By Kyle McManamy, Apologia
One of the most important lessons I learned during my first year of marriage is that my wife and I can interpret the very same thing very differently. Sometimes this results in a shared joke, as in what “running late” means or how many books are too many for our overburdened shelves. (I think the idea of “too many books” exists only in theory.) But the truth is that we often see a shared experience differently because we come to it with different dispositions, backgrounds, personality types, love languages, or learning styles.
This dynamic is not unique to my marriage. All of us typically focus on certain parts of reality while overlooking others, often leaving us with a skewed, limited, and maybe even false interpretation of people and events. Consider how we tend to think of Jesus Christ.
My pastor occasionally refers to people in ministry as priests, prophets, or kings. The “priests” are those who gravitate toward serving in caregiving, nurturing, and supportive roles. These are the folks who first to think to cook a casserole for a neighbor or step forward to make newcomers welcome. The “prophets” call the people to Bible study, deeper commitment, and taking a bold stand for the truth. “Kings” tend to delegate and manage teams, motivate and inspire, and direct projects to completion. Each of these ministries adds tremendously to a church, and the church would truly suffer if one of them were absent.
When we think of Jesus, most of us can readily identify how He exemplifies the prophet, priest, and king, but each of us tends to see Him more clearly in one role before the other two. If you personally relate to Jesus in terms of His tenderness as a gentle caregiver, healer, and comforter, you may find it harder to relate to the Christ of Revelation 19 who leads an army to war. Or if you are deeply moved by Jesus’ calls for repentance and wholehearted devotion, you may find it more difficult to comprehend His tenderness toward Judas on the night of his betrayal or toward Peter after he denied Christ.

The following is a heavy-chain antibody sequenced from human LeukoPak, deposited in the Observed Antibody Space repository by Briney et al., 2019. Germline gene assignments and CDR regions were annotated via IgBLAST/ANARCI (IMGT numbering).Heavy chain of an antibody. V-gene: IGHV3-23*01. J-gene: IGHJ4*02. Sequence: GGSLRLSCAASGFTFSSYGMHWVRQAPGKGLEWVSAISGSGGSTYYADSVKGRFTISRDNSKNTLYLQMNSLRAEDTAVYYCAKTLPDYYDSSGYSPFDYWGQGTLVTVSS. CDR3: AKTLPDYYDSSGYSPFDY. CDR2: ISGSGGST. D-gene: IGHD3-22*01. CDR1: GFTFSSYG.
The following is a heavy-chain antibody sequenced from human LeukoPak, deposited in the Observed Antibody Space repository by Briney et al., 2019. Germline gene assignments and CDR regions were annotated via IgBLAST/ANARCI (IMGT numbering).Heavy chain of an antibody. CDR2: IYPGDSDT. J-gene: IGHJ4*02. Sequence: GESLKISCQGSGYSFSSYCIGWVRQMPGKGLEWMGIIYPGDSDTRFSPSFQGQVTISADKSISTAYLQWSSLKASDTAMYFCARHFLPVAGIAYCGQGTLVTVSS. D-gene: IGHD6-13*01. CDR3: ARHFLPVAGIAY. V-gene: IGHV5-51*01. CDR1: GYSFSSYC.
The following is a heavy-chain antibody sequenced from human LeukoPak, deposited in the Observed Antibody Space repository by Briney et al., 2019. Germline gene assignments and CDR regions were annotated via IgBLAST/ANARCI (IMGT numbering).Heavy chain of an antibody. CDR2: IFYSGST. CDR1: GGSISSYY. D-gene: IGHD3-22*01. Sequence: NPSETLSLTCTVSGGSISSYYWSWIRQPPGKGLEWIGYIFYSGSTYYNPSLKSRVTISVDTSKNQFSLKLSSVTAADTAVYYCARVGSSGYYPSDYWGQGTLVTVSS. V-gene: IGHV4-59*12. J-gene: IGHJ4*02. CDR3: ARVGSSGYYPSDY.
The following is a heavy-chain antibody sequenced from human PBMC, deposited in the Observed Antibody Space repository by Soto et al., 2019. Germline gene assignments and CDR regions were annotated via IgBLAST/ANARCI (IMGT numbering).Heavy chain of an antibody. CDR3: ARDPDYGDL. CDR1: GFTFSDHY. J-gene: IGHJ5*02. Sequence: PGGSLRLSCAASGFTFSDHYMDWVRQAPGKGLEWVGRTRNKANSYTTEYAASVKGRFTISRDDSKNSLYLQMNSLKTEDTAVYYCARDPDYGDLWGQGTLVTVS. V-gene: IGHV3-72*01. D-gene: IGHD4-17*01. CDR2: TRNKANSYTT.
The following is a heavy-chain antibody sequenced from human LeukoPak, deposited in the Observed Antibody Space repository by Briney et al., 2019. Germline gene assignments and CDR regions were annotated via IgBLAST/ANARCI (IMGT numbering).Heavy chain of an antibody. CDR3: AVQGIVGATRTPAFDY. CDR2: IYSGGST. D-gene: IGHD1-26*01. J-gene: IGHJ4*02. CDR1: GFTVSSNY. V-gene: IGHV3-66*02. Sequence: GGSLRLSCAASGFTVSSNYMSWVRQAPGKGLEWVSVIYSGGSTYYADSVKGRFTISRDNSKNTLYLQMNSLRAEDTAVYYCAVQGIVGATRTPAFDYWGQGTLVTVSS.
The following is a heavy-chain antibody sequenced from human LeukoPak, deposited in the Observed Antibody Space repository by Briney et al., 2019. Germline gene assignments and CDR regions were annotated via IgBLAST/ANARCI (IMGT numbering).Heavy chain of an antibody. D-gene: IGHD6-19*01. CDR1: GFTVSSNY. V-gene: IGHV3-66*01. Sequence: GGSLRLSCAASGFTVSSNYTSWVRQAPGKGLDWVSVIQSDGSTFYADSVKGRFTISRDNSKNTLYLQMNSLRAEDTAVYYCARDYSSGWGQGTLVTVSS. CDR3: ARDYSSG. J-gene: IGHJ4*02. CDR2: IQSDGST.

It’s not unusual that we miss a side of Jesus when we read the Word or when we pray, worship, and live. Yet it’s vital that we come to know our Lord and Savior in all His aspects. If you have trouble relating to this passage by Scottish theologian James Stewart, you have some adjusting to do:
- He was the meekest and lowliest of all the sons of men, yet he spoke of coming on the clouds of heaven with the glory of God. He was so austere that evil spirits and demons cried out in terror at his coming, yet he was so genial and winsome and approachable that the children loved to play with him, and the little ones nestled in his arms. His presence at the innocent gaiety of a village wedding was like the presence of sunshine.
- No one was half so compassionate to sinners, yet no one ever spoke such red-hot scorching words about sin. A bruised reed he would not break, his whole life was love, yet on one occasion he demanded of the Pharisees how they ever expected to escape the damnation of hell. He was a dreamer of dreams and a seer of visions, yet for sheer stark realism He has all of our stark realists soundly beaten. He was a servant of all, washing the disciples’ feet, yet masterfully He strode into the temple, and the hucksters and moneychangers fell over one another to get away from the mad rush and the fire they saw blazing in His eyes.
- He saved others, yet at the last Himself He did not save. There is nothing in history like the union of contrasts which confronts us in the gospels. The mystery of Jesus is the mystery of divine personality.
If you need to see Jesus more clearly, or you want to be sure your children to know Him in all His fullness, take a few moments and read John 10:1–21 again. Consider how this passage speaks of who Jesus was and is. See how He is specifically revealed in the passage as prophet, priest, and king.
Throughout His time on earth, Jesus often caught people off guard. Nicodemus the Pharisee, who sought Jesus out under cover of night, was a teacher of Israel; yet he marveled as Christ revealed Himself through the Scriptures. John the Baptist heralded the coming of Christ, yet his own followers would later be taken aback by Jesus’ methods of ministry. These people met Jesus face to face, so is it any wonder that we, too, should be taken by surprise when He catches us off guard?
In “The Weight of Glory,” C. S. Lewis compared modern Christians to “an ignorant child who wants to go on making mud pies in a slum because he cannot imagine what is meant by the offer of a holiday at the sea. We are far too easily pleased.” Don’t be satisfied with knowing Jesus Christ mainly as prophet or priest or king. Don’t settle for less than “the surpassing worth of knowing Christ Jesus” in all His fullness and glory (Philippians 3:8). He promises that if you seek Him, you will find Him (Luke 11:9).